# The Merkle–Damgård Transform#

Let (Gen, $$h$$ ) be a compression function for inputs of length $$n+n^{\prime} \geq 2 n$$ with output length $$n$$. Fix $$\ell \leq n^{\prime}$$ and $$I V \in\{0,1\}^{n}$$.

Construct hash function (Gen, $$H$$ ) as follows:

• Gen: remains unchanged.

• $$H$$ : on input a key $$s$$ and a string $$x \in\{0,1\}^{*}$$ of length $$L<2^{\ell}$$, do:

1. Append a 1 to $$x$$, followed by enough zeros so that the length of the resulting string is $$\ell$$ less than a multiple of $$n^{\prime}$$. Then append $$L$$, encoded as an $$\ell$$-bit string. Parse the resulting string as the sequence of $$n^{\prime}$$-bit blocks $$x_{1}, \ldots, x_{B}$$.

2. Set $$z_{0}:=I V$$.

3. For $$i=1, \ldots, B$$, compute $$z_{i}:=h^{s}\left(z_{i-1} \| x_{i}\right)$$.

4. Output $$z_{B}$$.

Theorem 1

If $$(\mathrm{Gen}, h)$$ is collision resistant, then so is $$(\mathrm{Gen}, H)$$

Proof. Let $$\mathcal{A}$$ be a probabilistic polynomial-time adversary and $$\varepsilon$$ a function such that $$\mathcal{A}$$ succeeds in the $$\mathrm{Hash}$$-$$\mathrm{coll}$$ experiment with (Gen, $$H$$ ) with probability $$\varepsilon$$. We construct an adversary $$\mathcal{A}^{\prime}$$ that succeeds in the $$\mathrm{Hash}$$-$$\mathrm{coll}$$ experiment with (Gen,$$h)$$ with probability $$\varepsilon$$.

Upon receiving $$s$$, $$\mathcal{A}^{\prime}$$ invokes $$\mathcal{A}$$ upon $$s$$ and receives back a pair $$x, x^{\prime} .$$

We show that for any $$s$$, a collision in $$H^{s}$$ yields a collision in $$h^{s}$$. Let $$x$$ and $$x^{\prime}$$ be two different strings of length $$L$$ and $$L^{\prime}$$, respectively, such that $$H^{s}(x)=H^{s}\left(x^{\prime}\right)$$. Let $$x_{1}, \ldots, x_{B}$$ be the $$B$$ blocks of the padded $$x$$, and let $$x_{1}^{\prime}, \ldots, x_{B^{\prime}}^{\prime}$$ be the $$B^{\prime}$$ blocks of the padded $$x^{\prime}$$. Let $$z_{0}, z_{1}, \ldots, z_{B}$$ (resp., $$z_{0}^{\prime}, z_{1}^{\prime}, \ldots, z_{B^{\prime}}^{\prime}$$ ) be the intermediate results during computation of $$H^{s}(x)$$ (resp., $$\left.H^{s}\left(x^{\prime}\right)\right)$$. There are two cases to consider:

Case 1: $$L \neq L^{\prime}$$. In this case, the last step of the computation of $$H^{s}(x)$$ is $$z_{B}:=h^{s}\left(z_{B-1} \| x_{B}\right)$$, and the last step of the computation of $$H^{s}\left(x^{\prime}\right)$$ is $$z_{B^{\prime}}^{\prime}:=h^{s}\left(z_{B^{\prime}-1}^{\prime} \| x_{B^{\prime}}^{\prime}\right)$$. Since $$H^{s}(x)=H^{s}\left(x^{\prime}\right)$$ we have $$h^{s}\left(z_{B-1} \| x_{B}\right)=$$ $$h^{s}\left(z_{B^{\prime}-1}^{\prime} \| x_{B^{\prime}}^{\prime}\right)$$. However, $$L \neq L^{\prime}$$ and so $$x_{B} \neq x_{B^{\prime}}^{\prime}$$. (Recall that the last $$\ell$$ bits of $$x_{B}$$ encode $$L$$, and the last $$\ell$$ bits of $$x_{B^{\prime}}^{\prime}$$ encode $$L^{\prime}$$.) Thus, $$z_{B-1} \| x_{B}$$ and $$z_{B^{\prime}-1}^{\prime} \| x_{B^{\prime}}^{\prime}$$ are a collision with respect to $$h^{s}$$.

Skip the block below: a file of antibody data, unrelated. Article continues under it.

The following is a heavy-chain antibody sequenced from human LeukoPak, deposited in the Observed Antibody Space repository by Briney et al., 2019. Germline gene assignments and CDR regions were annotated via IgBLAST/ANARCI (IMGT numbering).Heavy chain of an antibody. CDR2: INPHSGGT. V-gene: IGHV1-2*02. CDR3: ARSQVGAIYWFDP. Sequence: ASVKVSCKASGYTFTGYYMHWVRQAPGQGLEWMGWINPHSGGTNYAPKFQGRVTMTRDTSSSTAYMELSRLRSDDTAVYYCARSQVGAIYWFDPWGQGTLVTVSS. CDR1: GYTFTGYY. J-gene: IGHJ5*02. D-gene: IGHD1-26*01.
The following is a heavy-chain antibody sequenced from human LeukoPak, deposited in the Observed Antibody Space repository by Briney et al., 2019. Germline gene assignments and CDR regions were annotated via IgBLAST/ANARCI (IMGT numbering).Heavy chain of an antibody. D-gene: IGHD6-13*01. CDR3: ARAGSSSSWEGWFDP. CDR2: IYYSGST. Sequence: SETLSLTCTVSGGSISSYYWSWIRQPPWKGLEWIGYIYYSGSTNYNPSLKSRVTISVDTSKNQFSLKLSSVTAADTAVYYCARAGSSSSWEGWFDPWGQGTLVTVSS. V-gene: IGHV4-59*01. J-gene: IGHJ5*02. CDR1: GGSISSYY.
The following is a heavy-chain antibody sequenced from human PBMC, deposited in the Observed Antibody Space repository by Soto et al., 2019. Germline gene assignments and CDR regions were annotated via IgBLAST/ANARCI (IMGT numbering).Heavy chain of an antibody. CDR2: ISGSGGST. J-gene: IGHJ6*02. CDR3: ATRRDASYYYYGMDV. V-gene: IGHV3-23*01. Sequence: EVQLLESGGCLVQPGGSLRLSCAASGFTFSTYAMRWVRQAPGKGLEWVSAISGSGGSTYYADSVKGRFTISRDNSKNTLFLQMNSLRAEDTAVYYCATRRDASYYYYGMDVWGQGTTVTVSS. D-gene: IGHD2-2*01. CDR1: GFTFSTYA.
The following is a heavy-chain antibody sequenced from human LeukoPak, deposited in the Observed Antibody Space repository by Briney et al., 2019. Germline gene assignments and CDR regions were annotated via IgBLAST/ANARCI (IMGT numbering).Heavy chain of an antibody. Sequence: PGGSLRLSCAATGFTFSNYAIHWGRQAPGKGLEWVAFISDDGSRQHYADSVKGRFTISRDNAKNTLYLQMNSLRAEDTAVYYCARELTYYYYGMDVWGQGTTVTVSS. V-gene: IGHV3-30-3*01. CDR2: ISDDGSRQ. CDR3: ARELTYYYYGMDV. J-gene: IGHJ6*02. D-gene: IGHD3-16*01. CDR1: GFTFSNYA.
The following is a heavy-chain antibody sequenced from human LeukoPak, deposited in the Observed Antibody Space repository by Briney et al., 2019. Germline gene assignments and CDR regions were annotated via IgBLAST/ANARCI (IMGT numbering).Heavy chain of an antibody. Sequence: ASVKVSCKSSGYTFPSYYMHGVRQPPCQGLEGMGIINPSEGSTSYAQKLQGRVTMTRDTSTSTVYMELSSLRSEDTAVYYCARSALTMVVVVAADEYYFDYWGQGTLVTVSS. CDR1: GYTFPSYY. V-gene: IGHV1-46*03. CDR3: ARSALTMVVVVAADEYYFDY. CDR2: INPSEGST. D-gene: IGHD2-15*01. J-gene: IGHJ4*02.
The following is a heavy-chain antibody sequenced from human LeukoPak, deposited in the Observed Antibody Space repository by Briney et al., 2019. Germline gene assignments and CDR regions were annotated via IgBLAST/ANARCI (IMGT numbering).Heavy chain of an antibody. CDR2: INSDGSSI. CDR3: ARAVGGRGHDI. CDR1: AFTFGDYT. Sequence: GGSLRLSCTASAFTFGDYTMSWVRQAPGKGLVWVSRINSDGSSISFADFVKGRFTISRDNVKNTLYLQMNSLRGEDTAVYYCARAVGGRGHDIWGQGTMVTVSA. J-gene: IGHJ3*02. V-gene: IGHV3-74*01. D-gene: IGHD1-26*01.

Case 2: $$L=L^{\prime}$$. This means that $$B=B^{\prime}$$. Let $$I_{i} \stackrel{\text { def }}{=} z_{i-1} \| x_{i}$$ denote the $$i$$ th input to $$h^{s}$$ during computation of $$H^{s}(x)$$, and define $$I_{B+1} \stackrel{\text { def }}{=} z_{B}$$. Define $$I_{1}^{\prime}, \ldots, I_{B+1}^{\prime}$$ analogously with respect to $$x^{\prime}$$. Let $$N$$ be the largest index for which $$I_{N} \neq I_{N}^{\prime}$$. Since $$|x|=\left|x^{\prime}\right|$$ but $$x \neq x^{\prime}$$, there is an $$i$$ with $$x_{i} \neq x_{i}^{\prime}$$ and so such an $$N$$ certainly exists. Because

$I_{B+1}=z_{B}=H^{s}(x)=H^{s}\left(x^{\prime}\right)=z_{B}^{\prime}=I_{B+1}^{\prime},$

we have $$N \leq B$$. By maximality of $$N$$, we have $$I_{N+1}=I_{N+1}^{\prime}$$ and in particular $$z_{N}=z_{N}^{\prime}$$. But this means that $$I_{N}, I_{N}^{\prime}$$ collide under $$h^{s}$$.

• If $$H^{s}(x) \neq H^{s}\left(x^{\prime}\right)$$ then $$\mathcal{A}^{\prime}$$ just halts.

Otherwise,

• IF $$L \neq L^{\prime}$$ then $$\mathcal{A}^{\prime}$$ outputs $$z_{B} \| L$$ and $$z_{B^{\prime}}^{\prime} \| L^{\prime}$$ and halts.

• IF $$L=L^{\prime}$$, then $$\mathcal{A}^{\prime}$$ works backwards from the last block to the first to find the maximal $$N$$.

• Then, $$\mathcal{A}^{\prime}$$ outputs $$I_N$$ and $$I^{\prime}_N$$ and halts.

Note that $$\mathcal{A}^{\prime}$$ can compute all the $$z$$-values by computing $$H$$ and storing all the intermediate values. So whenever $$\mathcal{A}$$ finds a collision, $$\mathcal{A}^{\prime}$$ also finds a collision. Thus, $$\mathcal{A}^{\prime}$$ succeeds in $$\mathrm{Hash}$$-$$\mathrm{coll}$$ for (Gen, $$\left.h\right)$$ with probability $$\varepsilon$$, implying that $$\varepsilon(n)$$ is negligible. Thus, (Gen, $$H)$$ is collision-resistant as required.